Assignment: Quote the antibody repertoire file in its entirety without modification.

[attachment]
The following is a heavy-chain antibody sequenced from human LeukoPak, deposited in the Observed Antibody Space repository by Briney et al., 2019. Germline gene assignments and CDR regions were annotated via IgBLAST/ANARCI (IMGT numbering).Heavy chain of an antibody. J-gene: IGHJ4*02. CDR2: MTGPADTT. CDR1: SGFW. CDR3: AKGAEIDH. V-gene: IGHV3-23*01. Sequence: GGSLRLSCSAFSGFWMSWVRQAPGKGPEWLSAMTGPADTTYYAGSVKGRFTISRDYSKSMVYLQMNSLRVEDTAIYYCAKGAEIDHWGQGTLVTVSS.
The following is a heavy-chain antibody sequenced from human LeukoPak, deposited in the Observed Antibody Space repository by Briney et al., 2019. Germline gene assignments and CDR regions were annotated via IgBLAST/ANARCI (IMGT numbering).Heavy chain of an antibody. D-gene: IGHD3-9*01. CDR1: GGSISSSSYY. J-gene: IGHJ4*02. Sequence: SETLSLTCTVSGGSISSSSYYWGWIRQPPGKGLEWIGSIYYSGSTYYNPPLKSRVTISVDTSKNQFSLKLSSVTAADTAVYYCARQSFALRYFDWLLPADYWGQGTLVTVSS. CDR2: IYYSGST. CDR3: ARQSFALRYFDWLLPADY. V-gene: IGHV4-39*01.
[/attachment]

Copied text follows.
The following is a heavy-chain antibody sequenced from human LeukoPak, deposited in the Observed Antibody Space repository by Briney et al., 2019. Germline gene assignments and CDR regions were annotated via IgBLAST/ANARCI (IMGT numbering).Heavy chain of an antibody. J-gene: IGHJ4*02. CDR2: MTGPADTT. CDR1: SGFW. CDR3: AKGAEIDH. V-gene: IGHV3-23*01. Sequence: GGSLRLSCSAFSGFWMSWVRQAPGKGPEWLSAMTGPADTTYYAGSVKGRFTISRDYSKSMVYLQMNSLRVEDTAIYYCAKGAEIDHWGQGTLVTVSS.
The following is a heavy-chain antibody sequenced from human LeukoPak, deposited in the Observed Antibody Space repository by Briney et al., 2019. Germline gene assignments and CDR regions were annotated via IgBLAST/ANARCI (IMGT numbering).Heavy chain of an antibody. D-gene: IGHD3-9*01. CDR1: GGSISSSSYY. J-gene: IGHJ4*02. Sequence: SETLSLTCTVSGGSISSSSYYWGWIRQPPGKGLEWIGSIYYSGSTYYNPPLKSRVTISVDTSKNQFSLKLSSVTAADTAVYYCARQSFALRYFDWLLPADYWGQGTLVTVSS. CDR2: IYYSGST. CDR3: ARQSFALRYFDWLLPADY. V-gene: IGHV4-39*01.